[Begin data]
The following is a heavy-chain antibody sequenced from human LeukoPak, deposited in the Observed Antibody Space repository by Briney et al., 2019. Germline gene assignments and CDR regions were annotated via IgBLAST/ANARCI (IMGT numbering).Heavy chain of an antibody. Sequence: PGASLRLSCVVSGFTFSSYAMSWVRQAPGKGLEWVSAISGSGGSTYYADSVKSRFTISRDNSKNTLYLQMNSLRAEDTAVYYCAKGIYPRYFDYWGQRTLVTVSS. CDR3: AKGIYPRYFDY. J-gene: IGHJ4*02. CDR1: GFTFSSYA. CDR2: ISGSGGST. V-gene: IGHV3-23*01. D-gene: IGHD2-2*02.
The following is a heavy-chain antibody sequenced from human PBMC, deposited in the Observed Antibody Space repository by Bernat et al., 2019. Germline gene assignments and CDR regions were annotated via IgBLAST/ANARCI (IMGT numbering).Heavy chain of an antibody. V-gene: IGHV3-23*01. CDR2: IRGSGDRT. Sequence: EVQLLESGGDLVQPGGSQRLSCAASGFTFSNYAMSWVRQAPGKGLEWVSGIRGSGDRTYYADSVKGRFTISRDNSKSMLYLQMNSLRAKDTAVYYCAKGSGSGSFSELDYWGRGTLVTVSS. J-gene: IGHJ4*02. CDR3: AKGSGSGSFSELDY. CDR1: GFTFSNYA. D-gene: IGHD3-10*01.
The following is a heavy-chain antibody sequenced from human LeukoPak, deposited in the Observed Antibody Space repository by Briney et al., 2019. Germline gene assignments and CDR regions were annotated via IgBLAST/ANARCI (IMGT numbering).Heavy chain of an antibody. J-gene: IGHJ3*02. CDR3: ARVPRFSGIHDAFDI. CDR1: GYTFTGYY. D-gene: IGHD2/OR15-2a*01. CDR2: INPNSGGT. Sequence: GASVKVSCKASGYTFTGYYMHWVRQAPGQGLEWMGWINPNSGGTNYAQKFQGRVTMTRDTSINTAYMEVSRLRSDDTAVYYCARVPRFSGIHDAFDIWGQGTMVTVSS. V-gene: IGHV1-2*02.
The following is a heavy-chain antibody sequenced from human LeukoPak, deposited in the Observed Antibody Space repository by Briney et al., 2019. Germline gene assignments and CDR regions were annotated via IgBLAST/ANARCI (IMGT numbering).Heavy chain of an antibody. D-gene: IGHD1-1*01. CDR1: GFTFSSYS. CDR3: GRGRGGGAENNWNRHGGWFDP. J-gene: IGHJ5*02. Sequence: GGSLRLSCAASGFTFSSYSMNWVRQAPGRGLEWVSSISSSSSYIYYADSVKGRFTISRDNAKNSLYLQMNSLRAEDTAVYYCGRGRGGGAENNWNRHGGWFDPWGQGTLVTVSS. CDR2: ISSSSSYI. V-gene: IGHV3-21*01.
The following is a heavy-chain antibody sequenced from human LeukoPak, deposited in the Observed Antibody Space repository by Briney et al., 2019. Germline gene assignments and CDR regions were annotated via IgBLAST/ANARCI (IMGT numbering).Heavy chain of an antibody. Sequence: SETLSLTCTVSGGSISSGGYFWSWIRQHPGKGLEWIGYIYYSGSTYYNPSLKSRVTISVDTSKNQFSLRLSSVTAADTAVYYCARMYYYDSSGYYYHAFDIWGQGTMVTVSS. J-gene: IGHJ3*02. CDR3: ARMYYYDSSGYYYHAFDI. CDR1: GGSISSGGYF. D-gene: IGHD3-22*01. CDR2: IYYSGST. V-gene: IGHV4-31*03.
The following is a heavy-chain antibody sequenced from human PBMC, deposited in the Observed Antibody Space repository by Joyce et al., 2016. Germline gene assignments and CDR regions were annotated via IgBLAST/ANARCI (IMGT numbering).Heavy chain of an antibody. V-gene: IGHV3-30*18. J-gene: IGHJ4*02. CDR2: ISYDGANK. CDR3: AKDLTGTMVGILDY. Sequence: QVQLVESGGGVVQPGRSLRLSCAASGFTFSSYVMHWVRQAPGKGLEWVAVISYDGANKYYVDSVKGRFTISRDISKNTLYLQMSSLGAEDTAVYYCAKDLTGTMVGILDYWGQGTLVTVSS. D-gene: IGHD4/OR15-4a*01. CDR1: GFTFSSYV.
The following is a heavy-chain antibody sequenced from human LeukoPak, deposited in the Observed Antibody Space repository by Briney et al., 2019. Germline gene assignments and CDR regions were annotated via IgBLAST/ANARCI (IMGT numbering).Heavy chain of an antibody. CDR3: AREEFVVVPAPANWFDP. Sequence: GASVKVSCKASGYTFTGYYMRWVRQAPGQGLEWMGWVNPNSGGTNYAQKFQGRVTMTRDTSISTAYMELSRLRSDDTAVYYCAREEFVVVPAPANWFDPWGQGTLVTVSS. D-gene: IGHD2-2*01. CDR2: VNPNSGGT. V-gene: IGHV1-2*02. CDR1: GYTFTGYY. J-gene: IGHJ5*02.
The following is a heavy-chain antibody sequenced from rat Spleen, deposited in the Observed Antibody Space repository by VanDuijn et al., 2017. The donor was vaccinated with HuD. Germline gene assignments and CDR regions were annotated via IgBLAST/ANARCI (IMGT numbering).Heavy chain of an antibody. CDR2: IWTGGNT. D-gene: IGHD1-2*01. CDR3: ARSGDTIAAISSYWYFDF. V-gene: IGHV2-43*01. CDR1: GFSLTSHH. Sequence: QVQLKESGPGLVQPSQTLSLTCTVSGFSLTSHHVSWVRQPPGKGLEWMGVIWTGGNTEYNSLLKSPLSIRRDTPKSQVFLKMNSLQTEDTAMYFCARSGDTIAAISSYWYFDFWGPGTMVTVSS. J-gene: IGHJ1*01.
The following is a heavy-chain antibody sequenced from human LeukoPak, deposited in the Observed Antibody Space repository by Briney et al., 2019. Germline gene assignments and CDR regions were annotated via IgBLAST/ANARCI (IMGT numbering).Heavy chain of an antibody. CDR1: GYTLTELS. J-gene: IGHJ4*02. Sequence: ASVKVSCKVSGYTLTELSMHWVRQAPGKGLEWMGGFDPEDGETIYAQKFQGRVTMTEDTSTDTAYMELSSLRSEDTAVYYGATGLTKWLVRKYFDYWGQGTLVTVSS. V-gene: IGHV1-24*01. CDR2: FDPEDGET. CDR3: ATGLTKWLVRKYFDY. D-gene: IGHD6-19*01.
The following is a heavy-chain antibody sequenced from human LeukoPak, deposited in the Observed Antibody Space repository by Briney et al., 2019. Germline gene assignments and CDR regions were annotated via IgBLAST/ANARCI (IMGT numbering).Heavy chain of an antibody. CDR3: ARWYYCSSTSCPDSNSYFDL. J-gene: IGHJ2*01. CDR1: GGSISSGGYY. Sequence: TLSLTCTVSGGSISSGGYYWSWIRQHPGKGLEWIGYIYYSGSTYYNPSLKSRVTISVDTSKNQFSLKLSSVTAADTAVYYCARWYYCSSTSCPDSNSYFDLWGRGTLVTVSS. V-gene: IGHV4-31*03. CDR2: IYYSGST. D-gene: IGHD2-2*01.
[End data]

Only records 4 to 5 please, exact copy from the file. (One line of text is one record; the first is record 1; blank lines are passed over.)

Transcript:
The following is a heavy-chain antibody sequenced from human LeukoPak, deposited in the Observed Antibody Space repository by Briney et al., 2019. Germline gene assignments and CDR regions were annotated via IgBLAST/ANARCI (IMGT numbering).Heavy chain of an antibody. D-gene: IGHD1-1*01. CDR1: GFTFSSYS. CDR3: GRGRGGGAENNWNRHGGWFDP. J-gene: IGHJ5*02. Sequence: GGSLRLSCAASGFTFSSYSMNWVRQAPGRGLEWVSSISSSSSYIYYADSVKGRFTISRDNAKNSLYLQMNSLRAEDTAVYYCGRGRGGGAENNWNRHGGWFDPWGQGTLVTVSS. CDR2: ISSSSSYI. V-gene: IGHV3-21*01.
The following is a heavy-chain antibody sequenced from human LeukoPak, deposited in the Observed Antibody Space repository by Briney et al., 2019. Germline gene assignments and CDR regions were annotated via IgBLAST/ANARCI (IMGT numbering).Heavy chain of an antibody. Sequence: SETLSLTCTVSGGSISSGGYFWSWIRQHPGKGLEWIGYIYYSGSTYYNPSLKSRVTISVDTSKNQFSLRLSSVTAADTAVYYCARMYYYDSSGYYYHAFDIWGQGTMVTVSS. J-gene: IGHJ3*02. CDR3: ARMYYYDSSGYYYHAFDI. CDR1: GGSISSGGYF. D-gene: IGHD3-22*01. CDR2: IYYSGST. V-gene: IGHV4-31*03.